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I apologise, leo. I will be more careful when replying to homework questions in the future. If you like, I can edit or vote for removal of my post. –  Hans W Feb 23 '10 at 9:44
char p[] = "this is              a test";
char *readptr = &p[0];
char *writeptr = &p[0];

int inspaces = 0;
while(*readptr) {
 if(isspace(*readptr)) {
   inspaces ++;
 } else {
  inspaces = 0;
 if(inspaces <= 1) {
  *writeptr = *readptr;
*writeptr = 0;
share|improve this answer
I don't want to post code for comparison as this is homework, but I believe this is overly complicated. –  Hans W Feb 17 '10 at 16:54
Hans, you want to state why you think this is complicated? Seems reasonably easy to me. –  santosc Feb 17 '10 at 17:42
There's no need to keep track of an "in spaces" state, I would simply conclude that I'm "in spaces" if s[reader]==' '. –  Hans W Feb 17 '10 at 18:44

Here's a solution that only has a single loop (no inner loop to skip spaces) and no state data:


The above is Base64 encoded as this is a homework question. To decode, copy the above block and paste into this website to decode it (you'll need to check the "Decode" radio button).

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assuming you're trying to write a function like:

void removeSpaces(char * str){

   /* ... stuff that changes the contents of str[] */


You want to scan the string for consecutive spaces, so that your write pointer is always trailing your read pointer. Advance your read pointer to a place where you are pointing at a space, but the next character is not a space. If your read and write pointers are not the same, then your write pointer ought to be pointing at the beginning of a sequence of spaces. The difference between your write and read pointer (i.e. read_pointer - write_pointer) will tell you the number of consecutive spaces that need to be overwritten to close the gap. When there is a difference of greater than zero, (prefix) advance both pointers along by that many positions, copying characters as you go. When you're read pointer is at the end of the string ('\0'), you should be done.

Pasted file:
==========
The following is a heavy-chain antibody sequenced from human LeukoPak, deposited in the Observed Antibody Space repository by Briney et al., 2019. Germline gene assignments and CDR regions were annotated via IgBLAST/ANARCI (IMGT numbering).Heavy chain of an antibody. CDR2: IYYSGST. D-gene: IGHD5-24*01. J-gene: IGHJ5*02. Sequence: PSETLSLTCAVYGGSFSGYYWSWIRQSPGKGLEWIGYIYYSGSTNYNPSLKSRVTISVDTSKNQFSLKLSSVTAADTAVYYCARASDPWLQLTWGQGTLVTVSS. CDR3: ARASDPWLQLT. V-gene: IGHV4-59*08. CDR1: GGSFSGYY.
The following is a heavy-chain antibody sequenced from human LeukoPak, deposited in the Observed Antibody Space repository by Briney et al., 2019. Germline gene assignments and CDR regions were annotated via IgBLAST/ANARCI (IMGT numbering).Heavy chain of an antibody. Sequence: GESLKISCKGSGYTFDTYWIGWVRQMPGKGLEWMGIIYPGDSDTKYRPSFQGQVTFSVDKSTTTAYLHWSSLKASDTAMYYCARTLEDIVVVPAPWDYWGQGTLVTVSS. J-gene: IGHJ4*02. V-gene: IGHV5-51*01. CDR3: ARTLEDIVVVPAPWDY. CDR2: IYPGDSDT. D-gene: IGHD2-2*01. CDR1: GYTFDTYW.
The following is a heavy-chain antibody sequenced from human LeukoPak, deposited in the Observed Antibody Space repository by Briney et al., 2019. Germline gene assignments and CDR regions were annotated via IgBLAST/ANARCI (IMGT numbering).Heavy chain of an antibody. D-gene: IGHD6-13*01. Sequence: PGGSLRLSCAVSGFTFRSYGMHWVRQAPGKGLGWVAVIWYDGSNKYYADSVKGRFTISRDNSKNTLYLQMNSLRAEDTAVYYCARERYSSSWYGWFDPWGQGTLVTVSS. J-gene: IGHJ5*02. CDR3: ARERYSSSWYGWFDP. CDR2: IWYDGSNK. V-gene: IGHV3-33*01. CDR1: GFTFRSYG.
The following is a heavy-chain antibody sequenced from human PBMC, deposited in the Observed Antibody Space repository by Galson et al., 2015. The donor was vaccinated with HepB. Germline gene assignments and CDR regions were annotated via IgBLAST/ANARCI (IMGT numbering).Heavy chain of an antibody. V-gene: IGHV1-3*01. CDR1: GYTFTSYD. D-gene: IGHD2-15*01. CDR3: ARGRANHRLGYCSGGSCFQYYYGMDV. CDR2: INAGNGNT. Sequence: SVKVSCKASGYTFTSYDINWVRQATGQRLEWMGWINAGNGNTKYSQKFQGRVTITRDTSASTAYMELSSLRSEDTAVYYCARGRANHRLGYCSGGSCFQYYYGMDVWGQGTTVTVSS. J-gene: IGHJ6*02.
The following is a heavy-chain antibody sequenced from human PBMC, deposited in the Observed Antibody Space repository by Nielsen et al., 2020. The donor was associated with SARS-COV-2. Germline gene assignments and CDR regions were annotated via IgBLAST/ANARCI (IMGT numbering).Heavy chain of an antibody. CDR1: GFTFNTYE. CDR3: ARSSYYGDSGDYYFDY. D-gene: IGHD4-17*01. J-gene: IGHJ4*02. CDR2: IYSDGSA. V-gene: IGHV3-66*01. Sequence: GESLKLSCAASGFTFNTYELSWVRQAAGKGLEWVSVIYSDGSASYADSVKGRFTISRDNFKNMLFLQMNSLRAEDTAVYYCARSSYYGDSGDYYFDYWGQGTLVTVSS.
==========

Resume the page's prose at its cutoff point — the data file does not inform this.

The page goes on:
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Can you use regular expressions? If so, it might be really easy. Use a regex to replace \s{2,}? with a single space. The \s means any white space (tabs, spaces, carriage feeds...); {2,} means 2 or more; ? means non-greedy. (Disclaimer: my regex might not be the best one you could write, since I'm no regex pro. Also, it's .net syntax, so the regex library for C might have slightly different syntax.)

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Why don't you do something like this:

make a second char** that is the same length as the first. As you run through the first array with your pointers keep an extra pointer on the last space you've seen. If the last space you saw was the previous element then you don't copy that char to the second array.

But I would start with something that runs through the char** by each character and prints out each char. If you can make that happen then you can work on actually copying them into a second char**.

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-1 This sounds way too complicated. –  Hans W Feb 17 '10 at 16:50